Yet it is exactly the use of that web that can “fill out” a teenaged experience and make it even more authentic for the reader. It functions as the larger world within which a teenaged viewpoint roams. In Black Swan Green, Jason’s world is fuller and placed within a context that is able to make more meaning both to his own experience (and teenaged experience in general) and the time period within which he lives.
Black Swan Green is semi-autobiographical. Perhaps that is why Jason feels so adolescently real and yet mature beyond his years. His life has already been set into the context of a grown man looking backwards. Memories are always already set in a wider world of experience that can’t simply be dumped when one looks back or re-imagines the past.
But the restraints and possibilities of memory and experience are precisely what every writer must negotiate no matter what her genre, and its effect will linger even if she feels she should purge its particularity. So maybe it’s not a matter of choosing to offer a “pure” experience in the quest to write a much younger voice, but a matter of embracing and embodying one’s own self more fully as one writes.
Posted on December 31, 2013
The last issue of CT for the year–and the last issue before going to a twice-monthly format–ROCKED!
Michael Dickins explores the blunting of awareness and empathy by our mass media in Michael Dickins: PreOccupied.
J. Adam McGalliard works the layers of reality in “Projections“:
“The projected image works as a double-edged sword. It can starkly reveal something that is hidden, like the writhing tattoos of the Illustrated Man, or it can mask an individual as a concealing veil or garment that creates a protected outer hull.”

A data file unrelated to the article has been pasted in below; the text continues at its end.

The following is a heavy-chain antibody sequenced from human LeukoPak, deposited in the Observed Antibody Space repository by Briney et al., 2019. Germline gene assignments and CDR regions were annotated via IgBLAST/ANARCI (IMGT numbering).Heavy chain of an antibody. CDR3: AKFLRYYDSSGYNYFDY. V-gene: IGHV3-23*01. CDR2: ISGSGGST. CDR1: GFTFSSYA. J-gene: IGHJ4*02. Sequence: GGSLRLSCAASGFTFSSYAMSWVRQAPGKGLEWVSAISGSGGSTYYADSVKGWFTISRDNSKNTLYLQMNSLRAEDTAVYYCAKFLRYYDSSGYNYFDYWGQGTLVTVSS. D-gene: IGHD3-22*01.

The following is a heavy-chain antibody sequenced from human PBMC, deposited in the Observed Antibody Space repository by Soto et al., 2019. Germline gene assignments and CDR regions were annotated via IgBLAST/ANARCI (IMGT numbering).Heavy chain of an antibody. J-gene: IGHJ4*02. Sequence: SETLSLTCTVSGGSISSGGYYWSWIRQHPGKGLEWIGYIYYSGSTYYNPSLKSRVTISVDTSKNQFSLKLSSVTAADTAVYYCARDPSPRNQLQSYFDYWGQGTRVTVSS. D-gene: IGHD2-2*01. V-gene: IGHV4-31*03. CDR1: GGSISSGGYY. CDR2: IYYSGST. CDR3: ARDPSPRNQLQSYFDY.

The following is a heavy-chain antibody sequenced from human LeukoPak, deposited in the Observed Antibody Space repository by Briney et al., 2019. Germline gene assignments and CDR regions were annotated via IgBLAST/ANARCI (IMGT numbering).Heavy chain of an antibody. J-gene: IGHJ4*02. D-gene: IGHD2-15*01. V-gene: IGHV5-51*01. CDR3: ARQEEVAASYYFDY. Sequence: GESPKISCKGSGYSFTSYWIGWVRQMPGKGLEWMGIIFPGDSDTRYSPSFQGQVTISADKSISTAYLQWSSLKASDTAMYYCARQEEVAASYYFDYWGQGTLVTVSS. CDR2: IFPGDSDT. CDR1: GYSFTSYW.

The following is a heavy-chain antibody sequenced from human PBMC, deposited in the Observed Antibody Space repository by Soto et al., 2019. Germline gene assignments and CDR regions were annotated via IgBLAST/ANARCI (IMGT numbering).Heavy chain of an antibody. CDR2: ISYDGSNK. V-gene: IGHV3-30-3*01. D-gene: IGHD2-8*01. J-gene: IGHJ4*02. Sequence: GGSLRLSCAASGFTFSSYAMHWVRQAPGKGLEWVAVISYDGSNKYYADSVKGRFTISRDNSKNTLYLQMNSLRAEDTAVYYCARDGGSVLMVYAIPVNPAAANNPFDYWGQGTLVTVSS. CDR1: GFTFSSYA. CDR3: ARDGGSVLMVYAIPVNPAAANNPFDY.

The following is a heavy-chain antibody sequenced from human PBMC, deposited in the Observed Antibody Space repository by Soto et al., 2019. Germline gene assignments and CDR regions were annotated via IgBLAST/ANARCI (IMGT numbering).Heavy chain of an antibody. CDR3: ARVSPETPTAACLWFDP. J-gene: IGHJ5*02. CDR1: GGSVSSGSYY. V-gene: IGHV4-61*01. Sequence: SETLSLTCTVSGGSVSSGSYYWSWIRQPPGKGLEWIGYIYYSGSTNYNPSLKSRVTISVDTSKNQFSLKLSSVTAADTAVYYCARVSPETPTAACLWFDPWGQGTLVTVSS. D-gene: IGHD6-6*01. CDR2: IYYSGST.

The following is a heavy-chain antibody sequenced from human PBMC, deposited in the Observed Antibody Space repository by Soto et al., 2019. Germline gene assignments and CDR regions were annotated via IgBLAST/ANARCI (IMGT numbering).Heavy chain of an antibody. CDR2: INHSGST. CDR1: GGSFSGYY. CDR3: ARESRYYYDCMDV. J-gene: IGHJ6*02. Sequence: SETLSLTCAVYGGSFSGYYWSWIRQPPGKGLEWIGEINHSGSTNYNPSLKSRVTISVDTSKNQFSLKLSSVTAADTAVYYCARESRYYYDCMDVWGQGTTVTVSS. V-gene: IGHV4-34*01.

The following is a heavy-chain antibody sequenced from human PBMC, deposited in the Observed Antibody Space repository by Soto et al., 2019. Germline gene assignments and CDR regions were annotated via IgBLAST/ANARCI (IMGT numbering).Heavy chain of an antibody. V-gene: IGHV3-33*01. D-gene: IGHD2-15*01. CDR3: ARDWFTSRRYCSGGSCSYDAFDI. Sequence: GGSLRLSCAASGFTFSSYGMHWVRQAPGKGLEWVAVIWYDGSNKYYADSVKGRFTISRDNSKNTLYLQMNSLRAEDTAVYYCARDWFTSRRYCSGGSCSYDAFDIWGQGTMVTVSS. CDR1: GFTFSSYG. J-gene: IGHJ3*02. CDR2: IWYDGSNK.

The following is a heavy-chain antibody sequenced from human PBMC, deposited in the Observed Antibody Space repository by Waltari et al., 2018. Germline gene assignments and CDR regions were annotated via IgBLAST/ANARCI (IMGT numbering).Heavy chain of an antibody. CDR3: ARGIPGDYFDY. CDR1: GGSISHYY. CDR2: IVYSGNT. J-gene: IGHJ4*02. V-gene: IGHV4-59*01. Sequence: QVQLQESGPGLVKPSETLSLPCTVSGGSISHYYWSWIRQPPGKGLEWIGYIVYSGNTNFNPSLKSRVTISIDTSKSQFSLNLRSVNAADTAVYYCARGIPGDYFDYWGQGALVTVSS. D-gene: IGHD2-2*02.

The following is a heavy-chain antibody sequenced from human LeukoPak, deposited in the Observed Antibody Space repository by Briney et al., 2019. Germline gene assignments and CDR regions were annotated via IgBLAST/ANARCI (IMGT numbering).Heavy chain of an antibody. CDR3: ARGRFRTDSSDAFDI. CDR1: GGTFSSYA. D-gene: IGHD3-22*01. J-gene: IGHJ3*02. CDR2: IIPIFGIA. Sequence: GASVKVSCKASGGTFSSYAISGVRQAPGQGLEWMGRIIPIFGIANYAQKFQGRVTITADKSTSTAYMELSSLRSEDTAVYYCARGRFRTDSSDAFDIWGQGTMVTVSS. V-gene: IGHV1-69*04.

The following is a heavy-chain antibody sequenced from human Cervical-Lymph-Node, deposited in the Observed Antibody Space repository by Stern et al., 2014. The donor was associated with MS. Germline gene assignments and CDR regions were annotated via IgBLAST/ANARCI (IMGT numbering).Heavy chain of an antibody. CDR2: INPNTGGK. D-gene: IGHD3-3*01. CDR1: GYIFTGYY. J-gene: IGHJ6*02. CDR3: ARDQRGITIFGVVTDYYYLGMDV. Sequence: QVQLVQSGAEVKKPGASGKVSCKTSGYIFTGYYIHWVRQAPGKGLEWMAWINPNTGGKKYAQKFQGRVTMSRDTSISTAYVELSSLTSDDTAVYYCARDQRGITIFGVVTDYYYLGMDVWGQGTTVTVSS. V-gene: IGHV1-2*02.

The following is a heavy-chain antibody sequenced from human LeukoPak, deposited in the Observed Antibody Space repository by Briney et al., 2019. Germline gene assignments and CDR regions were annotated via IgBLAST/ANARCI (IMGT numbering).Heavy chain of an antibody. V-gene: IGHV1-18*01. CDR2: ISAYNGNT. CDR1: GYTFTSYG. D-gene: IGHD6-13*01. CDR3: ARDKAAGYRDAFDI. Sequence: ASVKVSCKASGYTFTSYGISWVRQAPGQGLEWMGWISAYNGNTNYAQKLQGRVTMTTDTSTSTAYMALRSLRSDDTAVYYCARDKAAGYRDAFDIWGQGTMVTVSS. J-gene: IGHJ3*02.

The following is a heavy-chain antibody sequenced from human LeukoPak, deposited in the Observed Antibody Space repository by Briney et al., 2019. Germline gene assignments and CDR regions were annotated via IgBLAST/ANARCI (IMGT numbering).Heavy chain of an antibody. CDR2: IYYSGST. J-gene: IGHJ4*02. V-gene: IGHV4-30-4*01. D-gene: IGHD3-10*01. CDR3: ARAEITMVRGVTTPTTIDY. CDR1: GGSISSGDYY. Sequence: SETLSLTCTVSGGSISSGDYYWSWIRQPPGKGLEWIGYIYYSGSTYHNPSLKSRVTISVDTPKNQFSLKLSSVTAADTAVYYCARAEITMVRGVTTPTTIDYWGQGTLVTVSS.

A fantastic end-of-the-year meditation and killer playlist in Rebekah Goode-Peoples’s “Pay Attention (and then do something).”
In the “Postcolonial Thoughts” column Christopher Hutchinson reviews leading art theorist/curator Nicholas Bourriaud’s The Radicant.
Stellar reflection by Daniel Boscaljon upon the nature of relationship in “all that I had in you was only myself” (image by me).
Posted on November 4, 2013
I’m excited about the latest Creative Thresholds. Screenwriter and graphic novelist G.A. Gallas shares pages from her graphic novel The Poet and the Flea, an ode to William Blake. My nerd self totally swoons over this.
Michi Meko. Flux 2013. Atlanta. One heck of a performance. Christopher Hutchinson discusses why it’s so good in “Postcolonial thoughts: Michi Meko’s The job of the resurrectors is to wake up the dead.”
“A sound theater of Negro prison work songs will be played to wake up the souls of Negro men that were forced to lay the tracks in and around Atlanta as the re-enslavement of Black Americans increased during the Civil War up to World War II. Most of these free men were imprisoned on bogus charges enforced by Penal Labor/Servitude laws allowing the cycle of supremacy to continue….”